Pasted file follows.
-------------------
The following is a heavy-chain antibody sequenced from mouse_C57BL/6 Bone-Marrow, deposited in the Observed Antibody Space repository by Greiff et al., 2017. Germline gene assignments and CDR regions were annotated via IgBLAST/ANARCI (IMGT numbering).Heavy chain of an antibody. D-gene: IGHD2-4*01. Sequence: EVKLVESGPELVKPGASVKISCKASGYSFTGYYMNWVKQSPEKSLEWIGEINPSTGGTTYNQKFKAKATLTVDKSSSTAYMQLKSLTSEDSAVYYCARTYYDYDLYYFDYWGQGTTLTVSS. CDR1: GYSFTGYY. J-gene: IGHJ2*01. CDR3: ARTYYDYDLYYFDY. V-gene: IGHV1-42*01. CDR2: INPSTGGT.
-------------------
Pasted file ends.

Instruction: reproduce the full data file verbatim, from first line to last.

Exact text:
The following is a heavy-chain antibody sequenced from mouse_C57BL/6 Bone-Marrow, deposited in the Observed Antibody Space repository by Greiff et al., 2017. Germline gene assignments and CDR regions were annotated via IgBLAST/ANARCI (IMGT numbering).Heavy chain of an antibody. D-gene: IGHD2-4*01. Sequence: EVKLVESGPELVKPGASVKISCKASGYSFTGYYMNWVKQSPEKSLEWIGEINPSTGGTTYNQKFKAKATLTVDKSSSTAYMQLKSLTSEDSAVYYCARTYYDYDLYYFDYWGQGTTLTVSS. CDR1: GYSFTGYY. J-gene: IGHJ2*01. CDR3: ARTYYDYDLYYFDY. V-gene: IGHV1-42*01. CDR2: INPSTGGT.